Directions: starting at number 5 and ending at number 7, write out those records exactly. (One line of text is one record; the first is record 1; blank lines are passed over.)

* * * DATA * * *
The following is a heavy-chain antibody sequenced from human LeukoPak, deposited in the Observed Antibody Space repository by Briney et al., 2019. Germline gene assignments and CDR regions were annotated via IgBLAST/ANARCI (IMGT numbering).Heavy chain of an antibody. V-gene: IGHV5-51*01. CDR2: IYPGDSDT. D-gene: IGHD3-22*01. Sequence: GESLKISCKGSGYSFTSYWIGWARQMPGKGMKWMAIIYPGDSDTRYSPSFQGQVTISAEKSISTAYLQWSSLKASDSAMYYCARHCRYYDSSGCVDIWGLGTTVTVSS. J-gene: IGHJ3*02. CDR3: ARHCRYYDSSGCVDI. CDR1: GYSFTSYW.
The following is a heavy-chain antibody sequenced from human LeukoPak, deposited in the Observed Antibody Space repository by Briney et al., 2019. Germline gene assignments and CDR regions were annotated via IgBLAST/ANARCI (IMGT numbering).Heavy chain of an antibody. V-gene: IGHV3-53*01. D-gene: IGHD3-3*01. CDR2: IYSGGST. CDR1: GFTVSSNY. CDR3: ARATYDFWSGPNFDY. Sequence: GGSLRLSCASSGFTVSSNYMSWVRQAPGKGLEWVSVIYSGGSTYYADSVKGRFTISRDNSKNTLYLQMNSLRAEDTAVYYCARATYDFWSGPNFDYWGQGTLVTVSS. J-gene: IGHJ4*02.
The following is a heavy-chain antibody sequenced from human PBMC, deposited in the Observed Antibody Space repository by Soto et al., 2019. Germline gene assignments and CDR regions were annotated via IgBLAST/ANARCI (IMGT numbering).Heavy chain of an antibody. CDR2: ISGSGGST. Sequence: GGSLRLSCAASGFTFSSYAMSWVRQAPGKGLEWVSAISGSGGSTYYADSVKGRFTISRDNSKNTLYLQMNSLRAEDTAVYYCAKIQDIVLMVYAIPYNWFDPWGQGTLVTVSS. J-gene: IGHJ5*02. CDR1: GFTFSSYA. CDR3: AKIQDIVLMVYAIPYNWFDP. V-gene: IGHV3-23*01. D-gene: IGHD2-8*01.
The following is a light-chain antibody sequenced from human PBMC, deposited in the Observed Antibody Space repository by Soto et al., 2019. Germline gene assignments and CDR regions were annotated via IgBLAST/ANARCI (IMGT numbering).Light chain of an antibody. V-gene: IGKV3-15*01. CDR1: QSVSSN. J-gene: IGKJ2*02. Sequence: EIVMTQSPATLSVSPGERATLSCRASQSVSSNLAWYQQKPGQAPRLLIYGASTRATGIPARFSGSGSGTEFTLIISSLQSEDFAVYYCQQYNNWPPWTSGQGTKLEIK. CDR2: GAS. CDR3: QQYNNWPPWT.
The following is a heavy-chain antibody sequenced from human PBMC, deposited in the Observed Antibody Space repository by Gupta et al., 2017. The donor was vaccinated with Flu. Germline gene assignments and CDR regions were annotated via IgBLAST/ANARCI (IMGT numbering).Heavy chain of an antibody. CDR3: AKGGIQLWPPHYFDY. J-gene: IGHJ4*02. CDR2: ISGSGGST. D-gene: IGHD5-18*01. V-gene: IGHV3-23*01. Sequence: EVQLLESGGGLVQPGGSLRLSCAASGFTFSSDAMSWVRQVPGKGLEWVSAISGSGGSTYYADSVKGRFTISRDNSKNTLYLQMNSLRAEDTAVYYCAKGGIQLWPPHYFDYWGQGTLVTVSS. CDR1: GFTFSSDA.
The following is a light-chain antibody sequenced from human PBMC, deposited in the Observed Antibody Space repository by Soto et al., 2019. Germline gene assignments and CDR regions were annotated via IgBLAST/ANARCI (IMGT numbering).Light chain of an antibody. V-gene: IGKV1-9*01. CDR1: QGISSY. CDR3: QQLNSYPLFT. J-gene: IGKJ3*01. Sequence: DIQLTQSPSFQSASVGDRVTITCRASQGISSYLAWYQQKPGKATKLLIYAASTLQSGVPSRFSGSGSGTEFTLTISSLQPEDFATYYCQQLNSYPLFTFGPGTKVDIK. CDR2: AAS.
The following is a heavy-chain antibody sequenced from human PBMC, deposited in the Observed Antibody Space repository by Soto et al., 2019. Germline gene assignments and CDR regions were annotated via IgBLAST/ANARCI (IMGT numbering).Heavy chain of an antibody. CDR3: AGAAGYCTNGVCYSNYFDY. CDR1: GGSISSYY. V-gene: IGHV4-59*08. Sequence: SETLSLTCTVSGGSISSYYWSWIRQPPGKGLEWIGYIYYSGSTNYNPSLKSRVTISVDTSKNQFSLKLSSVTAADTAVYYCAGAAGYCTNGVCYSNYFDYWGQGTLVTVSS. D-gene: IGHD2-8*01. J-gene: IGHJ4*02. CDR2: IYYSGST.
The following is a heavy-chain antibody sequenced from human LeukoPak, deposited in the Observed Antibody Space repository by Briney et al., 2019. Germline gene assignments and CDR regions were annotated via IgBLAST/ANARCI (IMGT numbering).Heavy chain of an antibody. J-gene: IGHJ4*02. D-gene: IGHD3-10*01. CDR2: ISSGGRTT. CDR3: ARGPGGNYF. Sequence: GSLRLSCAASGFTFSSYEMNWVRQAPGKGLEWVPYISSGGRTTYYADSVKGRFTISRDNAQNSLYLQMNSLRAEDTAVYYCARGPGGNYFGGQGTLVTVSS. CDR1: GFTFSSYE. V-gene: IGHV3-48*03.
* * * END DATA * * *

The following is a heavy-chain antibody sequenced from human PBMC, deposited in the Observed Antibody Space repository by Gupta et al., 2017. The donor was vaccinated with Flu. Germline gene assignments and CDR regions were annotated via IgBLAST/ANARCI (IMGT numbering).Heavy chain of an antibody. CDR3: AKGGIQLWPPHYFDY. J-gene: IGHJ4*02. CDR2: ISGSGGST. D-gene: IGHD5-18*01. V-gene: IGHV3-23*01. Sequence: EVQLLESGGGLVQPGGSLRLSCAASGFTFSSDAMSWVRQVPGKGLEWVSAISGSGGSTYYADSVKGRFTISRDNSKNTLYLQMNSLRAEDTAVYYCAKGGIQLWPPHYFDYWGQGTLVTVSS. CDR1: GFTFSSDA.
The following is a light-chain antibody sequenced from human PBMC, deposited in the Observed Antibody Space repository by Soto et al., 2019. Germline gene assignments and CDR regions were annotated via IgBLAST/ANARCI (IMGT numbering).Light chain of an antibody. V-gene: IGKV1-9*01. CDR1: QGISSY. CDR3: QQLNSYPLFT. J-gene: IGKJ3*01. Sequence: DIQLTQSPSFQSASVGDRVTITCRASQGISSYLAWYQQKPGKATKLLIYAASTLQSGVPSRFSGSGSGTEFTLTISSLQPEDFATYYCQQLNSYPLFTFGPGTKVDIK. CDR2: AAS.
The following is a heavy-chain antibody sequenced from human PBMC, deposited in the Observed Antibody Space repository by Soto et al., 2019. Germline gene assignments and CDR regions were annotated via IgBLAST/ANARCI (IMGT numbering).Heavy chain of an antibody. CDR3: AGAAGYCTNGVCYSNYFDY. CDR1: GGSISSYY. V-gene: IGHV4-59*08. Sequence: SETLSLTCTVSGGSISSYYWSWIRQPPGKGLEWIGYIYYSGSTNYNPSLKSRVTISVDTSKNQFSLKLSSVTAADTAVYYCAGAAGYCTNGVCYSNYFDYWGQGTLVTVSS. D-gene: IGHD2-8*01. J-gene: IGHJ4*02. CDR2: IYYSGST.